A flying visit to the UK, just for a week, mostly to see friends but also to sort the documents I need to begin the process of registering as resident in Spain. Doing battle with British bureaucracy in order to minimise any hassle with Spanish bureaucracy.
So I’ve been researching residency for some months, and I’ve learned quite a few things:-
- I’ve learned that if you accidentally call it “residencia” on some expat forums, you might as well have invited the entire Spanish Armada to open fire on you. “How could you possibly be so ignorant?” ask the vehemently-correct willy-wavers with too much time on their hands. How could you possibly not have understood that “residencia” as it was, changed a few years ago and is now a matter of signing on the EU Register of Foreign Nationals (in order to declare that you are, well “resident” in Spain)?
- I’ve learned that the people in the UK’s Overseas Health section are almost all incredibly nice and patient and do their best for you, despite the fact they spend their days talking to people who are moving abroad (usually to somewhere sunnier than the UK).
- I’ve learned that I should ideally have stopped work in December and moved to Spain
in January, as this somehow triggers the maximum contribution the NHS makes to the Spanish health system to cover my health care. Then I possibly MIGHT have got two and a bit years of healthcare in Spain paid by the UK government. By retiring at the end of March (which I thought kept things tidy for tax etc) and being unable to be clear about an exact moving date, I have reduced my entitlement to one and a half years.
- I learned that I should always check the maths myself. When my final National Insurance bill didn’t arrive I rang up as I wanted to pay it promptly, so my contributions would show as up-to-date, in order for me to get the S1 health form to give to the Spanish health system. The nice lady in the Self-Employed Contributions section worked it out for me, to get me paid up to the end of March when I retired. I did an online transfer straight away, and a week later phoned the Overseas Health section who informed me I still didn’t have the full contributions. The nice lady had done it in her head and had missed 10p off. The next day I received a demand from HMRC National Insurance section, sent first class, for the missing 10p. At the bottom of the demand was the standard statement that if I had difficulties paying, I could arrange to pay in instalments. It was tempting ….. !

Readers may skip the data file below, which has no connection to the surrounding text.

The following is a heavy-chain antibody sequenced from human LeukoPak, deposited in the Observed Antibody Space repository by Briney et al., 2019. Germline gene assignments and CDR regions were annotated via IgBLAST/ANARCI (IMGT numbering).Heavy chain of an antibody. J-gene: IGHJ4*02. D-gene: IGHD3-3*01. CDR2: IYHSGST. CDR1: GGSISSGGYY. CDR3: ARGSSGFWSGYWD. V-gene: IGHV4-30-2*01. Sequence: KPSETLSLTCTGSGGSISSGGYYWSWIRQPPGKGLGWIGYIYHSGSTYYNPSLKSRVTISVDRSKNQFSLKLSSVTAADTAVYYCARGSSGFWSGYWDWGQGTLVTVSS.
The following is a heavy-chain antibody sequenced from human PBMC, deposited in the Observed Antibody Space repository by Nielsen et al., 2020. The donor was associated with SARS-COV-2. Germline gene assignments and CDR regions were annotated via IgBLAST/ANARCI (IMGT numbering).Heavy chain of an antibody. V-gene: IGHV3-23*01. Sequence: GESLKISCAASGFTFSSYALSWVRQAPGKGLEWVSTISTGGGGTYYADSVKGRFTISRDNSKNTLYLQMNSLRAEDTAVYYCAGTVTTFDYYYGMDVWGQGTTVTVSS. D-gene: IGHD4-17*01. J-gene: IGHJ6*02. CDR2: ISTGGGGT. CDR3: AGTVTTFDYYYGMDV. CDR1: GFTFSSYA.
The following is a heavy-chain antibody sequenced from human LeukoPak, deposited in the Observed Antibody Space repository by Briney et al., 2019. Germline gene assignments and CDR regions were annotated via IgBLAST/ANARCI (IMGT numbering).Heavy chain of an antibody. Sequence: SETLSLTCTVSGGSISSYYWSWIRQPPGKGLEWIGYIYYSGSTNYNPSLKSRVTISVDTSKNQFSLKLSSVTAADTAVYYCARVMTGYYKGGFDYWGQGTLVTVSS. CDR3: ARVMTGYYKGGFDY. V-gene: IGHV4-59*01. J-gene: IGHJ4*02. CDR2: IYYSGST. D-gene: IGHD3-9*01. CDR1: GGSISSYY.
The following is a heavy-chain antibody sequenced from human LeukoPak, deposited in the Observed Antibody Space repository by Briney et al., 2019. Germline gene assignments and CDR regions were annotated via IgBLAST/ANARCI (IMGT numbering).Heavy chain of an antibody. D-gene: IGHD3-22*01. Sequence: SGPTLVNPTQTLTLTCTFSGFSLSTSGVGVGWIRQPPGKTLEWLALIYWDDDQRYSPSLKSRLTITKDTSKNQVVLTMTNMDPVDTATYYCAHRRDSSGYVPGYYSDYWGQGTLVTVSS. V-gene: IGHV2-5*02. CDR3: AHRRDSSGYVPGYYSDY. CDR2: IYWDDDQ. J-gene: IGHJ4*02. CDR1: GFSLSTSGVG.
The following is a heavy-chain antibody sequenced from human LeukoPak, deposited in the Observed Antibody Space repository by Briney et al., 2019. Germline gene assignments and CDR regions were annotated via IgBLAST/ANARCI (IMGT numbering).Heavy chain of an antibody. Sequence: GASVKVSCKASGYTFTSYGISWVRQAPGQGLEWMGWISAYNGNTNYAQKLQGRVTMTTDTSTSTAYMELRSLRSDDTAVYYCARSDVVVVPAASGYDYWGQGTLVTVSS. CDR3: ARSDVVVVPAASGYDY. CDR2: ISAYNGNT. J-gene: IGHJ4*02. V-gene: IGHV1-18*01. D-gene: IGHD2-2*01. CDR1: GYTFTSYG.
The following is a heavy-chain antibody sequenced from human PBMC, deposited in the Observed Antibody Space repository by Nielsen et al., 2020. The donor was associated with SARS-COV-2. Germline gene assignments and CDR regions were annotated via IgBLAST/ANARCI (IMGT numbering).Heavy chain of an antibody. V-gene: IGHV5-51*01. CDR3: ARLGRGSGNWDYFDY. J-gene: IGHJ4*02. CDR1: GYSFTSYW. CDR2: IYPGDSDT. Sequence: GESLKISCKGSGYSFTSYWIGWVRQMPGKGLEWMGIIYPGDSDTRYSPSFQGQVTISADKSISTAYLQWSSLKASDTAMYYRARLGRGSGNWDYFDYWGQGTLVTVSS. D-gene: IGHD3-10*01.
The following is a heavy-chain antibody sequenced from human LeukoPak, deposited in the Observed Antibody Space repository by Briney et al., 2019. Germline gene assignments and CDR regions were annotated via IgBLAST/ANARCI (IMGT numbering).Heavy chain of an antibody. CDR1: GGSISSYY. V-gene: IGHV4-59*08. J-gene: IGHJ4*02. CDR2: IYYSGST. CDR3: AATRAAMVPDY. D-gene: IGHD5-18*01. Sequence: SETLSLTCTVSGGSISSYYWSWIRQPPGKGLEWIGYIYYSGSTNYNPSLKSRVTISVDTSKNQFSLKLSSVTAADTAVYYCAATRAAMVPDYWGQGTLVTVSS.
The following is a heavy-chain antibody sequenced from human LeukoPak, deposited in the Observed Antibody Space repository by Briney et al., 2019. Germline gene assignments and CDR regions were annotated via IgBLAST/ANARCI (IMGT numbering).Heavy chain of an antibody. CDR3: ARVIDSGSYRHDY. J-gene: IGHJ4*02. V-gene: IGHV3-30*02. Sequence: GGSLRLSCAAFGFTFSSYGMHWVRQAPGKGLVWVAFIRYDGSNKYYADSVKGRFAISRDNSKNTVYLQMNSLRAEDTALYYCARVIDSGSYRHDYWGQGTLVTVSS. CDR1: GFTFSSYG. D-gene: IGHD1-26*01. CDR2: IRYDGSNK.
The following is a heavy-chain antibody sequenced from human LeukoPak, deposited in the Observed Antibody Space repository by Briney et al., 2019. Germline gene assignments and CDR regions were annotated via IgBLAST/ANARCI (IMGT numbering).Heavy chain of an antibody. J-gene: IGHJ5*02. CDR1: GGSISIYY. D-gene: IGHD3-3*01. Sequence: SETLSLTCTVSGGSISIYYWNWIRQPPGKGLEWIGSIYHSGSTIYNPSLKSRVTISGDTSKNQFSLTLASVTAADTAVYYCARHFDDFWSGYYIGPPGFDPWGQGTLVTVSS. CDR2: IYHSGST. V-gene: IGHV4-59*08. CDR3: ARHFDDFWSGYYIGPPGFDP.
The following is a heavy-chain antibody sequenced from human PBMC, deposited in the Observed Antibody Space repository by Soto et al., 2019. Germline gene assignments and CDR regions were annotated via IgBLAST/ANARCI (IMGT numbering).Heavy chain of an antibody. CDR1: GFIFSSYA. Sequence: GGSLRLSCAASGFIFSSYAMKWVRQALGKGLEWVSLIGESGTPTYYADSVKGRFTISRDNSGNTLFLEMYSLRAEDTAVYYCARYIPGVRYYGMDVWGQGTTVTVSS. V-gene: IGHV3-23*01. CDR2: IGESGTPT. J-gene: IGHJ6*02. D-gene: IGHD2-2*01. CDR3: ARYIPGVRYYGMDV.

So once I had paid the missing 10p, Overseas Health finally confirmed my 2012/13 contributions were fully paid-up (along with the two preceding years), and yesterday with a deep breath I allowed the nice lady in Newcastle to press the button that would issue my S1. A pause – a moment of fear. It’s odd, I have complete faith in Spain’s health service, and English and Spanish friends mostly report excellent service. But there’s something about having been brought up with the British NHS that makes you feel quite abandoned when it’s no longer there for you. This is nothing to do with any misgivings about the Spanish system – it is simply that the mantra “from cradle to grave” is instilled so deeply within us, and I have many times given thanks to Nye Bevan for creating the NHS in 1948 free at the point of use, for everyone according to their needs. Yet now, once the cogs of the Spanish and British bureaucracies grind their way through the paperwork, the Spanish system will eventually inform the British system that I am registered with them and then …… and then ….. gulp ….. I will be removed from the caring arms of the NHS.
And that feels like the biggest step of all. Tax – fine. Pension – sorted. Signing on the EU Register of Citizens – I’m ready. I already have my NIE number, I’m registered on the Padrón at the ayuntamiento, my bank account seems to work fine, everything is going smoothly. Oh and I speak the language.
But there are a number of assumptions that you hold without knowing it, if the accident of geography and parentage happens to make you British. One is all that stuff about those bits of the world that used to be coloured pink (“Rule Britannia, Britannia rules the waves!”). Another is that the English language will probably see you right pretty much anywhere, even beyond those bits that used to be pink. The third ….. and the only one of these three that I do actually hold dear ….. is that “from cradle to grave” the NHS will take care of us.
And now, for me, it won’t.
© Tamara Essex 2013
THIS WEEK’S LANGUAGE POINT:
Staying on the health theme, it has always interested me that in Spanish we refer to the parts of our bodies not as MY head or MY fingers, but THE head and THE fingers. So that the English “My head hurts” becomes “Me duele la cabeza” (the head is hurting me). My intercambio partner looked puzzled when I asked why this is, and pointed out that it was unlikely that anyone else’s head would be hurting me, so to say “my” head was both unnecessary and (to Spanish ears) rather ego-centric. And this is the main reason for mentioning it here – it’s one of the things they laugh at us for! We sound very self-obsessed when we say “Me duele mi cabeza” so it’s worth trying to get this one right.